Guest Post By Drew Read, COO Paul Anderson Youth Home

Phrases like “should have, “would have, “could have… are heard frequently among parents. Retrospectively, there are always things that could have been done a little bit better. We should have let them watch two hours fewer of TV yesterday. We shouldn’t have let him stay home when he cried on the first day of kindergarten. We could have attended more soccer games, gotten him into a better preschool, made him eat more vegetables, given him longer timeouts, etc., etc. Hindsight is 20/20—especially when it comes to raising our kids.
While parents of older kids shouldn’t dwell on mistakes, they at least provide us the opportunity to learn from them. Big or small, the mistakes made by those who have gone before us have the potential to help each of us better, more effective dads. Even missteps we’ve made ourselves can be righted. Our kids are young. They’re resilient. Kids have this amazing ability to forget (and also an annoying ability to remember the words they shouldn’t). While they’re young, they’re malleable. They love us despite our imperfections and are often ignorant of our mishaps.
But, as our sons get older, they become less forgetful. Approaching their teen years, the impressions and examples we set throughout childhood begin to build. Each step moves him toward learning how to become an individual, a man who makes his own decisions, develops his own sense of right and wrong, and growth into the person he wants to be. Therefore, we as dads have a sweet spot—right before our sons enter “teenagedom—where we can have a maximum positive influence.
This small window of time is a season when we can make a lasting impact on our sons. Here are five tips to help you effectively father your son into the man you want him to be.
1.      Set Expectations… And Stick To Them
We’ve all done it. We say one thing and do another. Or, at least, say one thing and then let him slide…just this one time. It’s important that when we set a goal with our son (e.g., read for two hours before playing outside.), we stick to it. This demonstrates a direct and important correlation between what we say we’re going to do and what we actually do. This breeds discipline and integrity—two qualities essential to a man’s character. Even things as small as communicating and fulfilling expectations for after-school schedules or a toy clean-up regiment add up as impressions on their character.
2.      Encourage Honesty
This requires consistent, open communication. Talk with your son about your own mistakes, how you fix them and how you’re going to do better next time. Show him that failures are nothing to be ashamed of but rather are things to learn from. Remind him that even if a wrong action results in a consequence, it’s always better to tell the truth. Decide how you’re going to place a high value on honesty. Think: consistent conversations, anecdotes, rewards, etc.
3.      Invest in Quality Time
Take time—each day or each week—to listen to, encourage and play with your son. Whether that’s reading a book, climbing a tree or going for a drive, intentionally spending time with your son will show him how much you value him. Being liked by you, not just loved, will boost his confidence and deepen his trust in you. This sets the stage for a healthy, open relationship in his teen years. Capitalize on the short season when riding around in a car with your dad is actually cool.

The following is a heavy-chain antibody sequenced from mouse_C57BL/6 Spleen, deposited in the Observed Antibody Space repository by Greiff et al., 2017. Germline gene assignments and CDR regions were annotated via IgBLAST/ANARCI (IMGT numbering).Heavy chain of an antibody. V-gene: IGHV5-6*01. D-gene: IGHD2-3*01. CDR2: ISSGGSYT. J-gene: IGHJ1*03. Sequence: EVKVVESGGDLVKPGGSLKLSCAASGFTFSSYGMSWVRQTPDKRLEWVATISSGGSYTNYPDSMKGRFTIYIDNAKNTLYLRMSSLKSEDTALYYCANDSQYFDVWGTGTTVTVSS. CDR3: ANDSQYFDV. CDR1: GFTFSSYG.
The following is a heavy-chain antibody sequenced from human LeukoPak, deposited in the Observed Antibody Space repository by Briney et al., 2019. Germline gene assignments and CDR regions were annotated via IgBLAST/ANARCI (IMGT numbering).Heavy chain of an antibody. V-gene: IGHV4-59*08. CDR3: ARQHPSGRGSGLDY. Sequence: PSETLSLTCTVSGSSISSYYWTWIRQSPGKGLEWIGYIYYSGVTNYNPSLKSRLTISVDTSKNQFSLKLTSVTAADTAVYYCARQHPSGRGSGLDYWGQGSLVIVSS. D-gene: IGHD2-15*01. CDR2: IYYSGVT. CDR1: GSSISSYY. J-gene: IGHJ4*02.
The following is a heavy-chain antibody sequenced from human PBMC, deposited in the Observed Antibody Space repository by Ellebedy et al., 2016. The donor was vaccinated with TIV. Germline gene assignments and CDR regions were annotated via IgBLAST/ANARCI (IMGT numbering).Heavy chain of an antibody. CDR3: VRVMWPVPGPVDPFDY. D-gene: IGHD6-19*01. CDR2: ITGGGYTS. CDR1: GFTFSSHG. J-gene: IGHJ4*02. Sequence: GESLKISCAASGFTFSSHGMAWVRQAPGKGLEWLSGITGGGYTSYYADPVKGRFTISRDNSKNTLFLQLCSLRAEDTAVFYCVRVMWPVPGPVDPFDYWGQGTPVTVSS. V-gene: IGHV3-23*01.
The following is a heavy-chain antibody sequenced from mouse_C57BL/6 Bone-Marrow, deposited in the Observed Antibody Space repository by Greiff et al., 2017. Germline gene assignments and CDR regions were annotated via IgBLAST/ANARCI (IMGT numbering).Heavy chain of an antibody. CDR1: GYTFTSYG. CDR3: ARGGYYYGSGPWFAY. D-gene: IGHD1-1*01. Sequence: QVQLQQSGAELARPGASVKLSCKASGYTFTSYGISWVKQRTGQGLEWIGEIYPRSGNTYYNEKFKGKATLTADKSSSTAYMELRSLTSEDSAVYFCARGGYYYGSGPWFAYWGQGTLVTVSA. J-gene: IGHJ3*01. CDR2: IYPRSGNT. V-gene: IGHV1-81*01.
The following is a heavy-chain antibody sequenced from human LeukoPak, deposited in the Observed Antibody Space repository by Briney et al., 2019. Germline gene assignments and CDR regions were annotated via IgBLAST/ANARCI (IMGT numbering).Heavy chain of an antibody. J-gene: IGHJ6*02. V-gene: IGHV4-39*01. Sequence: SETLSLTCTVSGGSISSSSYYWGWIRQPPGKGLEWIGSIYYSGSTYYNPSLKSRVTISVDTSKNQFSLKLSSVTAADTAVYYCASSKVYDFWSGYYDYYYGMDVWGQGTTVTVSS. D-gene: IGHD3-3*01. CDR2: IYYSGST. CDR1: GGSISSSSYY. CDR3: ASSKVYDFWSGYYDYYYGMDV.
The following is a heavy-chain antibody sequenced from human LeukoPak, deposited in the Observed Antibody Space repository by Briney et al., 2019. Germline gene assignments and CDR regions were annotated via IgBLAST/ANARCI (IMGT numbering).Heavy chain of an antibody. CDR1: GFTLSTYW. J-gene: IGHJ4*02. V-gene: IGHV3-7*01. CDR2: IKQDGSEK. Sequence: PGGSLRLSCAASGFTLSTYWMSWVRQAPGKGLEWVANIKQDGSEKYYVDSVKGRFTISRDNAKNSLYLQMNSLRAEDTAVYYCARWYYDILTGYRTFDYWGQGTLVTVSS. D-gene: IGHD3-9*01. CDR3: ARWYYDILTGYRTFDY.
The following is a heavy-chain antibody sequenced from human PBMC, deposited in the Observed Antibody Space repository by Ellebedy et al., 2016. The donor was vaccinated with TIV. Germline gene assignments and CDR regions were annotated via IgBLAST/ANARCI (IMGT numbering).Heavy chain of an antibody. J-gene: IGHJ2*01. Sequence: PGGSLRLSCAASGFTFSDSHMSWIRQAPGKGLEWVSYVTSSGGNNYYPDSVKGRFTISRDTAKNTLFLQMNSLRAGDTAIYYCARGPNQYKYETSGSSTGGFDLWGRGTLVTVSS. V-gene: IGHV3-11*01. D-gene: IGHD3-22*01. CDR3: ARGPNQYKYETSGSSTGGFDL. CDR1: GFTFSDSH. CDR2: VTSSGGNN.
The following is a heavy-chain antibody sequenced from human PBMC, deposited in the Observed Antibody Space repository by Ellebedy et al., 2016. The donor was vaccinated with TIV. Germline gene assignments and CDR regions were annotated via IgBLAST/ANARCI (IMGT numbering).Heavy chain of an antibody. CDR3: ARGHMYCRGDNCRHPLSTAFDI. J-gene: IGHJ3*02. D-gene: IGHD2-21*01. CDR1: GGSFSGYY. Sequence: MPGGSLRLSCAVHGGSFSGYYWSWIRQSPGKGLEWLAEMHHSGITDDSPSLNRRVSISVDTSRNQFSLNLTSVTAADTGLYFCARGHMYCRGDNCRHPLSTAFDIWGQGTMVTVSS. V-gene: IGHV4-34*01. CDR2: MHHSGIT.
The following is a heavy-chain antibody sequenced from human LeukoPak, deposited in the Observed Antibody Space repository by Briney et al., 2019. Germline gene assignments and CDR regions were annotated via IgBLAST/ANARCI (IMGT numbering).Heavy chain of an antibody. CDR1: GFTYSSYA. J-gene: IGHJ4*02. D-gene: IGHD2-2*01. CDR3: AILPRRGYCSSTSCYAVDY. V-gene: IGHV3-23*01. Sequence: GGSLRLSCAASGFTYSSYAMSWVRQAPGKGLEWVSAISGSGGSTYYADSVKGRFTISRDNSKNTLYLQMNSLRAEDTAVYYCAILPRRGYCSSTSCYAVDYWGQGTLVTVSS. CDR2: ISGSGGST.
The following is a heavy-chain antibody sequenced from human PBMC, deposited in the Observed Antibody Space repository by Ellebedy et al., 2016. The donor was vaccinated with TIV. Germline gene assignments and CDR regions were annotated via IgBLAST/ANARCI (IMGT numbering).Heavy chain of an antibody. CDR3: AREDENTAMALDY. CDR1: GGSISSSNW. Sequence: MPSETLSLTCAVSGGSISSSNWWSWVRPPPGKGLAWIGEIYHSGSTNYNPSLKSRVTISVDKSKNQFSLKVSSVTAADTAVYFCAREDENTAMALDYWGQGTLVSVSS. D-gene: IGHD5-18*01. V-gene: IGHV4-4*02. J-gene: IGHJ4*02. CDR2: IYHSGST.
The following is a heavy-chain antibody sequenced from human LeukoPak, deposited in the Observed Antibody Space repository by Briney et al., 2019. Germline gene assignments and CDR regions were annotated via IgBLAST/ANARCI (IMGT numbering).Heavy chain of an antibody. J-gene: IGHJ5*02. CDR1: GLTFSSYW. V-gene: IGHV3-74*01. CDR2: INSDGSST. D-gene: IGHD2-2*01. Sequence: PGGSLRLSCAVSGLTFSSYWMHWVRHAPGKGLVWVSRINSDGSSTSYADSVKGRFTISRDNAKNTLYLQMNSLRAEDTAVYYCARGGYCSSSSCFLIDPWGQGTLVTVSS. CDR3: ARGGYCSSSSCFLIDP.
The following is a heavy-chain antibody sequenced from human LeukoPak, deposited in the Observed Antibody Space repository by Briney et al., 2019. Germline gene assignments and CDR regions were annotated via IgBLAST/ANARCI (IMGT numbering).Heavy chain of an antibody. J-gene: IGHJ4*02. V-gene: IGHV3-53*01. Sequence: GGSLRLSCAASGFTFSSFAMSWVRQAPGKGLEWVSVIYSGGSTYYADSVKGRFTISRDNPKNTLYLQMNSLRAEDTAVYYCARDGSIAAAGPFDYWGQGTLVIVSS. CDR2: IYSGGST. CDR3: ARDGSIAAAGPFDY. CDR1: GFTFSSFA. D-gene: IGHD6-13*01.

4.      Affirm His Identity
Remind him that his value and worth doesn’t come from what his friends think of him, how much stuff he has or how good he is at sports. Those things are important, but they can’t be the sole determinants of his self-assurance. The older our sons get, the more crucial it is for them to be confident in who they are, not what they do. Communicate to him that he is loved and valuable, just because of who he is.
5.      Have Fun
Spend time planning fun activities with your family. Make time spent together as positive as possible, and, for the most part, lighthearted. Think: What kind of memories do I want my son to have of his childhood? What thoughts do I want him to keep about what it means to be a family? No family is perfect, but the effort to have fun with your family will go a long way in building and maintaining a long-term healthy relationship with your son.
These are some simple, daily tips will help you raise your son into the man you want him to be. Manhood isn’t easy, and you are a crucial player as he grows from a child into an adult. Make the most of these formative years by learning from yours and others’ mistakes to make you a more effective father. Love, serve and spend time with your son now, before he becomes a man.
If you or someone you know has a child that has passed these formative years and is traveling down a different path, there is hope. At Paul Anderson Youth Home, they help teen boys become the men they were made to be. They partner with parents and mentors to set every teen on a path to success by navigating this difficult, yet hopeful, process together.
Drew Read, author, speaker, and COO of the Paul Anderson Youth Home is a passionate advocate for youth and strongly believes that the home is the foundation of society. Topics of expertise include identity, technology, depression, suicide, bullying, roles of the family, culture and high-risk behaviors affecting today’s youth. Learn more about the services PAYH provides and its familySTRONG resources at

Stay Updated

Sign up for our monthly newsletter and weekly devotional

Share This!

Recent Posts